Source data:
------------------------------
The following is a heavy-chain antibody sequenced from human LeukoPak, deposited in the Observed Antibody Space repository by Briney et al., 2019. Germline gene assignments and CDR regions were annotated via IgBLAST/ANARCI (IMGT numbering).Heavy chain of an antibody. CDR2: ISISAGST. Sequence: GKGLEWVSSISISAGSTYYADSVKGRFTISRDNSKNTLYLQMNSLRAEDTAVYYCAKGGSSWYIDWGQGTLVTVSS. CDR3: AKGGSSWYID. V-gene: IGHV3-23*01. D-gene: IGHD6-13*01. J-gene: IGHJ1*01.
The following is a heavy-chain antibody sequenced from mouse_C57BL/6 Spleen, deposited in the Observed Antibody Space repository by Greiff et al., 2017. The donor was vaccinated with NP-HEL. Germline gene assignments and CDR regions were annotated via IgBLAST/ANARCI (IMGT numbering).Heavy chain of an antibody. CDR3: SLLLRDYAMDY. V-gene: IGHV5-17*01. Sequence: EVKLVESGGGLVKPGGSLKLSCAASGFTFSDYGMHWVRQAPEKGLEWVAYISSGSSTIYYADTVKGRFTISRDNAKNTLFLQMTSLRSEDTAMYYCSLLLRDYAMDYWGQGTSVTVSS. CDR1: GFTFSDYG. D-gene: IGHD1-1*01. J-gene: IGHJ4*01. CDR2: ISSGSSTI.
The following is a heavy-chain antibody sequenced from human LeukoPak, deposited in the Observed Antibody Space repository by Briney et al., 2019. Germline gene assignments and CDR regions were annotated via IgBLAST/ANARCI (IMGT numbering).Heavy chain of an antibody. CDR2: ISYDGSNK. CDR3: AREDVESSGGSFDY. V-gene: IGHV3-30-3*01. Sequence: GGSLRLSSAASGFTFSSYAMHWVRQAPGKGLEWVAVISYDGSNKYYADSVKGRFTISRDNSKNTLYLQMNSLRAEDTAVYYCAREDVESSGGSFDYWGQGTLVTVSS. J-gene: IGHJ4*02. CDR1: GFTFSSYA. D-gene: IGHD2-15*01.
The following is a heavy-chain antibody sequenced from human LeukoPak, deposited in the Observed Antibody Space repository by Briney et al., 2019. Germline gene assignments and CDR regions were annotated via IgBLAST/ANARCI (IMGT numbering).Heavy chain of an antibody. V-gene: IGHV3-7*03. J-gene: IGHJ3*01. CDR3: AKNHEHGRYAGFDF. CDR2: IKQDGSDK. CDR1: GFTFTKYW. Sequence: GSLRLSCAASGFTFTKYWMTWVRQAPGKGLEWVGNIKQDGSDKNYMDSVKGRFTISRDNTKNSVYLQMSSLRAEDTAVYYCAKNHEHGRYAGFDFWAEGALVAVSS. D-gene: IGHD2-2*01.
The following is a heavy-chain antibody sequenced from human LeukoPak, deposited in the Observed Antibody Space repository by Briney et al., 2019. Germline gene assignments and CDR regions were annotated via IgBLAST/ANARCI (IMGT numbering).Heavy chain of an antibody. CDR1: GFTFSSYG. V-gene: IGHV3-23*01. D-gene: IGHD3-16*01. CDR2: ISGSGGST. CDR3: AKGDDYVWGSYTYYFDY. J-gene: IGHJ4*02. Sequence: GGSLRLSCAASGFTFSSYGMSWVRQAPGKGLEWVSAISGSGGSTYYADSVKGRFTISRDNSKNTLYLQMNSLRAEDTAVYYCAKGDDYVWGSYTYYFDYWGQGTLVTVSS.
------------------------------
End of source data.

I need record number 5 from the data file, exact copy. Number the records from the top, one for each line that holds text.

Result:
The following is a heavy-chain antibody sequenced from human LeukoPak, deposited in the Observed Antibody Space repository by Briney et al., 2019. Germline gene assignments and CDR regions were annotated via IgBLAST/ANARCI (IMGT numbering).Heavy chain of an antibody. CDR1: GFTFSSYG. V-gene: IGHV3-23*01. D-gene: IGHD3-16*01. CDR2: ISGSGGST. CDR3: AKGDDYVWGSYTYYFDY. J-gene: IGHJ4*02. Sequence: GGSLRLSCAASGFTFSSYGMSWVRQAPGKGLEWVSAISGSGGSTYYADSVKGRFTISRDNSKNTLYLQMNSLRAEDTAVYYCAKGDDYVWGSYTYYFDYWGQGTLVTVSS.